Friday, August 03, 2012

DOTW Is Enlightened In The New Way Of Doing Deals

Enlight Biosciences announced on August 2 that KNODE had entered into a “strategic partnership with AstraZeneca PLC and other industry and academic partners.” Now what you first need to understand about this is that KNODE is not a line of furniture from IKEA (that bin you're looking for is KNODD). Nor are Enlight’s other portfolio companies – Entrega  or Endra.

Rather, KNODE is a company incubated by Enlight and recently emerged from stealth mode; and it is also the name of KNODE’s soon-to-launch web-hosted platform for connecting R&D workers with the information sources and expert individuals needed to form teams and to advance their research. According to the KNODE website, it’s a tool for convening experts in collaborations or projects, for identifying tech licensing collaborators, and for accessing up-to-date information to optimize decision making. According to Baruch Harris, Enlight’s chief business officer, KNODE is also a professional network consisting of R&D scientists – a network turbocharged by KNODE’s proprietary semantic and topic extraction algorithms. Its tagline is “It’s not who you know, it’s who you should know.”

Enlight is a company created by PureTech Ventures in 2008 to address the dearth in financing of early stage technology ideas. Enlight’s members, senior R&D managers at big pharma and big biotech, share challenges, expertise and experiences with the goals of (1) identifying unmet needs in R&D and (2) sourcing solutions. Enlight facilitates the process, and when a potential technology is spotted, proposes to its members that they launch a company to commercialize it. As such, unlike an advisory firm that brings investment grade ideas to its clients, Enlight flips the process, so that its pharma members – the ultimate end users – specify their needs and Enlight tailors a solution.

It’s a novel take on pre-competitive collaboration, but with a commercial twist. The companies that Enlight mints are pushed out into the market place to sell their wares to all comers. Enlight members can chose to invest in the portfolio companies and to partake in the potential upside. Take KNODE for example: AstraZeneca, an Enlight member, invested in the idea and is apparently involved enough to partner with other (unnamed) Enlight members and academic institutions to harvest all their expert knowledge and contacts and so develop the IT platform to the point where it can be launched.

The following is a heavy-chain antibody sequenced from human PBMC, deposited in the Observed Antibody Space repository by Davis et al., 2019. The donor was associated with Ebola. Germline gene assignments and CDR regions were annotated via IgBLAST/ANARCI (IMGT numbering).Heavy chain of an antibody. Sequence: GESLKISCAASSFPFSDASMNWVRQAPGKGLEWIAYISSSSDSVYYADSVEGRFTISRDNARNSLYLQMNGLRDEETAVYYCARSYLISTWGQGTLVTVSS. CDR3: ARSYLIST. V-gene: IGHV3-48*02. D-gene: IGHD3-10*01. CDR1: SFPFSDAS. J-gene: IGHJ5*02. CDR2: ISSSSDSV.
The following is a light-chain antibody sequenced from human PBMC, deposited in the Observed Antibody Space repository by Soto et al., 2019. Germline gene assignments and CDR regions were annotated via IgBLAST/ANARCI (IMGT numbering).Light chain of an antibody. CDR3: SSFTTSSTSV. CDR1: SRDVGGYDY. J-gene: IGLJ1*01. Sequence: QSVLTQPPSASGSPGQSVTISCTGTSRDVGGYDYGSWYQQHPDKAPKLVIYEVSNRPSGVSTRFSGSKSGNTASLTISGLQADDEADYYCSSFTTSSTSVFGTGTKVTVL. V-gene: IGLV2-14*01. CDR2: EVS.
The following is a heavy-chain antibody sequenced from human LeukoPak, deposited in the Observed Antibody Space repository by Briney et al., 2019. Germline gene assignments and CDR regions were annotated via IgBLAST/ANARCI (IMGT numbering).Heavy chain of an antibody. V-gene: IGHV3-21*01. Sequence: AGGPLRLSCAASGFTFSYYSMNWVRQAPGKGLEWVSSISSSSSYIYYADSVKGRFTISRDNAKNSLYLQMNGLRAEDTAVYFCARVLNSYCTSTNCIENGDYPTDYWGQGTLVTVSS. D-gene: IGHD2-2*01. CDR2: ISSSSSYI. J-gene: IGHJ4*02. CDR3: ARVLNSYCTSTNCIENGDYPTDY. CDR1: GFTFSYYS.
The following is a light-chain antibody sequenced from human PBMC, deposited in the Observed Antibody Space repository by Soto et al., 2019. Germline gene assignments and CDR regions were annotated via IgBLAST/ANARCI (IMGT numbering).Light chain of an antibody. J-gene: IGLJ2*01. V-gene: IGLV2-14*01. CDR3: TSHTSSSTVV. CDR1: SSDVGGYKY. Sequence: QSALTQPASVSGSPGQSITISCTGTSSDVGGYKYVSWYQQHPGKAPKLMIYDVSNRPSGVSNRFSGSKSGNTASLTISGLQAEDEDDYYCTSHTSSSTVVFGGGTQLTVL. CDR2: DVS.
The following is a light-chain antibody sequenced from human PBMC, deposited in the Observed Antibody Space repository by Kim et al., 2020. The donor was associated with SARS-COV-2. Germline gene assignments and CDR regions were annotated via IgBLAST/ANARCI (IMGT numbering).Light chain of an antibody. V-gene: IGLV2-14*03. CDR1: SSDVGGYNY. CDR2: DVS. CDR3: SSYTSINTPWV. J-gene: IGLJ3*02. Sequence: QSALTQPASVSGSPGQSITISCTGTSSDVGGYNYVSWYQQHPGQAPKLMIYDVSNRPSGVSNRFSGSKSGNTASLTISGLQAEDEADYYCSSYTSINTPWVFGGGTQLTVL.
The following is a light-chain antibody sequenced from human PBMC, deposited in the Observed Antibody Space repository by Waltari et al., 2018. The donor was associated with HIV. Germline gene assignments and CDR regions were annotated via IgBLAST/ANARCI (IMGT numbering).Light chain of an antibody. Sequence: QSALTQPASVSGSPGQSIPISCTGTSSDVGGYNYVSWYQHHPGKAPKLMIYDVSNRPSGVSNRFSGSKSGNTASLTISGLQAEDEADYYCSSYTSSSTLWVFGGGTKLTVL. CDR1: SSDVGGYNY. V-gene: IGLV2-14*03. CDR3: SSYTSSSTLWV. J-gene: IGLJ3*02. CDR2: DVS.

Harris says the platform, currently in “private beta,” will be launched late in 2012. He spoke of a “freemium” pricing model. “Our plan is to make the basic functionality broadly available later this year. But there’s also an enterprise price model, for example, for big pharma companies, where they can have some customization built in. Also, they would give KNODE access to their own internal, proprietary information that probably wouldn’t be available to the outside world. And then, for the version that is available to the outside world, there would be value-added tools layered on top that you would have to pay for.” The enterprise value-added version is planned for an early 2013 launch.

We asked Harris if Enlight had plans to crowdsource the information – about what life science researchers are working on and thinking about – that resides in KNODE, and to use it internally or even to sell it.  "We will be crowdsourcing, not private data from our pharmas, but - on an opt-in basis - people claiming their profiles, editing info, and chiming in on the expertise of their peers and colleagues," he said.

He also said that “capturing the information of our strategic partners is not the first priority for us and respecting privacy and private information is paramount.” Harris adds that KNODE is quite useful for “identifying emerging areas of expertise that people are starting to think are relevant” and that “we’re interested in building profiles and following user behavior, but mainly with the goal of improving the product.”

If the deal aspect in all this seems elusive, here’s how it works: investing members in Enlight’s latest company, KNODE, are collaborating with KNODE to develop and launch the newco’s expert network platform (also called KNODE). Basically, the investors are “collaborating” with their investment.